To give a better sense of the performance of RYM Petrifilm versus the other media at each incubation time, the number of times populations of yeasts, molds, and yeasts plus molds detected on RYM Petrifilm were significantly (P ≤ 0.05) higher or lower than those on YM Petrifilm, DRBC, APDA, and DG18 was calculated (Table 9). The performance of RYM Petrifilm was generally better than that of YM Petrifilm and DG18 but was inferior to the performance of DRBC and APDA regardless of incubation time.
A quantitative comparison of media for enumerating yeasts plus molds is shown in Table 10. The number and percentage of samples in which counts obtained on each pair of media were equivalent or significantly different are listed. RYM Petrifilm performed marginally better than did YM Petrifilm and DG18 but not as well as DRBC and APDA when colonies were counted after incubating media for 48 or 72 h. Recovery on YM Petrifilm was equivalent or better than that on DG18. Significant differences in performance of media were less evident as the incubation time was extended from 48 to 72 h and from 72 to 120 h. The general order of performance of media for supporting colony development by yeasts and molds naturally present in 56 foods and food ingredients differed depending on the plate incubation time: DRBC =APDA > RYM Petrifilm > YM Petrifilm ≥ DG18 at 48 h, DRBC > APDA > RYM Petrifilm > YM Petrifilm ≥ DG18 at 72 h, and DRBC > APDA > RYM Petrifilm = YM Petrifilm > DG18 at 120 h. This order is altered when considering specific types of foods. For example, RYM Petrifilm compared favorably with DRBC and APDA in detecting yeasts and molds in some of the high-aw foods within 48 h.
Differences in performance of the mycological media evaluated in this study for supporting colony development by the diverse mycobiota likely to be naturally present on or in the 56 test products were expected. The prevalence of field and storage molds in cereal products, in contrast for example to spoilage yeasts typically found in fruits and fruit products, brings with it differences in nutrient, pH, and aw requirements for fungal growth. DG18 agar (aw 0.95) was developed to enumerate nonfastidious xerophilic molds in low-aw foods containing rapidly growing Eurotium species (20), but this medium also supports slow growth of other yeasts and molds. The size of spreading mold colonies is restricted on DRBC (21), but this medium, along with APDA, RYM Petrifilm, and YM Petrifilm, is not formulated to recover yeasts and molds that are strict xerophiles. Recovery of sublethally heat-stressed yeasts (23, 26) and yeasts from chilled meat and dairy products (3) and fruit purees (9) is affected by the pH of the enumeration medium, and recovery of desiccated fungal cells is known to be affected by composition of the recovery medium (4–7). Thus, considering the diversity in types of foods examined in our study, it is not surprising that differences in the detection of some of the fungal contaminants, in the ability to resuscitate, and in the rates of colony development were noted among the test media.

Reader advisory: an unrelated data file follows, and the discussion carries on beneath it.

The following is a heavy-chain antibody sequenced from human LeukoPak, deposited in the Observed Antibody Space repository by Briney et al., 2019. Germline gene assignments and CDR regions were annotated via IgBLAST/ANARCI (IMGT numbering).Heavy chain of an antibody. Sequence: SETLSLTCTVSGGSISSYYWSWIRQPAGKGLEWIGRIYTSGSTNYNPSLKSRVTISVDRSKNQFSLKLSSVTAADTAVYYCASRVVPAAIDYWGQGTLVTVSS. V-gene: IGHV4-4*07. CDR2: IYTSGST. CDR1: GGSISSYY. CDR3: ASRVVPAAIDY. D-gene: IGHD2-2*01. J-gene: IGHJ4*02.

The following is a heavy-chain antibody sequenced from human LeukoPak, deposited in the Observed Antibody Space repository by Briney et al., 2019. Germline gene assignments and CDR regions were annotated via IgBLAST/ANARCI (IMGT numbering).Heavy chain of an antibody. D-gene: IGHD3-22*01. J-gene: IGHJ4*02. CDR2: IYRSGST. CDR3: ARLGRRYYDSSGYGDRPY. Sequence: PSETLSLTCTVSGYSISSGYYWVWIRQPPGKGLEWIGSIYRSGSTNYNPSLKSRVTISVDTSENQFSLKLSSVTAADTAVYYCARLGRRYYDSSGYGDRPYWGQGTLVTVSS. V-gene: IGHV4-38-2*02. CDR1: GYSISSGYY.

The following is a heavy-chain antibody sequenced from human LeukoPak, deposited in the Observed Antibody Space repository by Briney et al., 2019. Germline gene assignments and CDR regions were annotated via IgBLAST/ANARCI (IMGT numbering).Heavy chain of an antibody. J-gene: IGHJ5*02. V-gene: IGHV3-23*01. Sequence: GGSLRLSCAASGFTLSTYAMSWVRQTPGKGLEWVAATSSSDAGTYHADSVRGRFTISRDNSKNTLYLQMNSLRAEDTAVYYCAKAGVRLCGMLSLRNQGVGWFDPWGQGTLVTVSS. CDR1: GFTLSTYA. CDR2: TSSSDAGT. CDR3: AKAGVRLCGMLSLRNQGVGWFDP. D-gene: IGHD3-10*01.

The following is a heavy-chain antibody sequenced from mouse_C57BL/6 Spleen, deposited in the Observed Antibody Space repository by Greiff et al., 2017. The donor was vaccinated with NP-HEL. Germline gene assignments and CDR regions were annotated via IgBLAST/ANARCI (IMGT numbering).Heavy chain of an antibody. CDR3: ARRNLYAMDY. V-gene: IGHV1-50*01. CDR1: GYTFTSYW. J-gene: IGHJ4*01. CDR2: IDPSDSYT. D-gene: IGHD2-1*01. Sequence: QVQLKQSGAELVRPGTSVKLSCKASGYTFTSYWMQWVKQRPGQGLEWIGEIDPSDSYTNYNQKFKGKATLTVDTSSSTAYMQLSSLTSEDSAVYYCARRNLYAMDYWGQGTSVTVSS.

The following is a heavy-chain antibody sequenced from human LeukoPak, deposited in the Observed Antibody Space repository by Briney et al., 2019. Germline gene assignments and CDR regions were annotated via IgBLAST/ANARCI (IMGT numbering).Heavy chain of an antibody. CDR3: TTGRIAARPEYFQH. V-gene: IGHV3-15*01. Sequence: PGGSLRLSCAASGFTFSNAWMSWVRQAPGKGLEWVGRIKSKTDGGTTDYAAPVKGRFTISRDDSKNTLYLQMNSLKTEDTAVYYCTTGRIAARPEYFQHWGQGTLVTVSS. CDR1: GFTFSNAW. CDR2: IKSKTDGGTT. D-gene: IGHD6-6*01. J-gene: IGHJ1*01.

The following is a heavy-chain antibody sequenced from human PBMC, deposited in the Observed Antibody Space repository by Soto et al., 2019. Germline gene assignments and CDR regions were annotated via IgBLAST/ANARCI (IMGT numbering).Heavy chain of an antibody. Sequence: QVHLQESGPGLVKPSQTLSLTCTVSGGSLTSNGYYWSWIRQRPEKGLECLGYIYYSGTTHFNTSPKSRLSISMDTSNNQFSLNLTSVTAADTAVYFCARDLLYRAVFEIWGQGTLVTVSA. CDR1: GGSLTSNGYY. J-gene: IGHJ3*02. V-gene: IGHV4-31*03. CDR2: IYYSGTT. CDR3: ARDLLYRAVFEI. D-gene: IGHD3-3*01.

Our observations on the performance of RYM Petrifilm are not in agreement with those reported by others (2, 12, 13, 28), who found similar yeast and mold counts on RYM Petrifilm and reference media at incubation times of 48, 60, or 72 h. This discrepancy is attributed largely to use in our study of only naturally contaminated foods, many of which very likely contained indigenous stressed fungal cells, rather than including foods artificially inoculated with healthy fungal cells. Fungal cells exposed to stress environments for several weeks or even months require a longer incubation time to form visible colonies regardless of the enumeration medium. These cells are able to resuscitate on some media more rapidly than on others.
Aside from differences in the performance of the enumeration media at each incubation time, RYM and YM Petrifilms offer an advantage over traditional media in that they do not require preparation and, unlike traditional agar plates that may be examined at 48 or 72 h before final counts are made at 120 h, the possible development of satellite colonies is not an issue. However, picking colonies from Petrifilm plates for identification is more difficult than picking colonies from traditional media on which food homogenates are spread plated. No single medium can be used to enumerate all yeasts and molds in all foods. The incubation time at which actionable levels of yeasts and molds naturally present in a food or food ingredient can be determined, in terms of acceptable or unacceptable quality, will depend greatly on the composition, pH, and aw of the product being examined, the formulation of the enumeration medium, and the limits set by the manufacturer and regulatory agencies.
We are grateful to 3M Food Safety (St. Paul, MN) for supplying the Petrifilm RYM count plates and the Petrifilm YM count plates used in this study. We are also grateful to the numerous food and food ingredient manufacturers who supplied samples for analysis.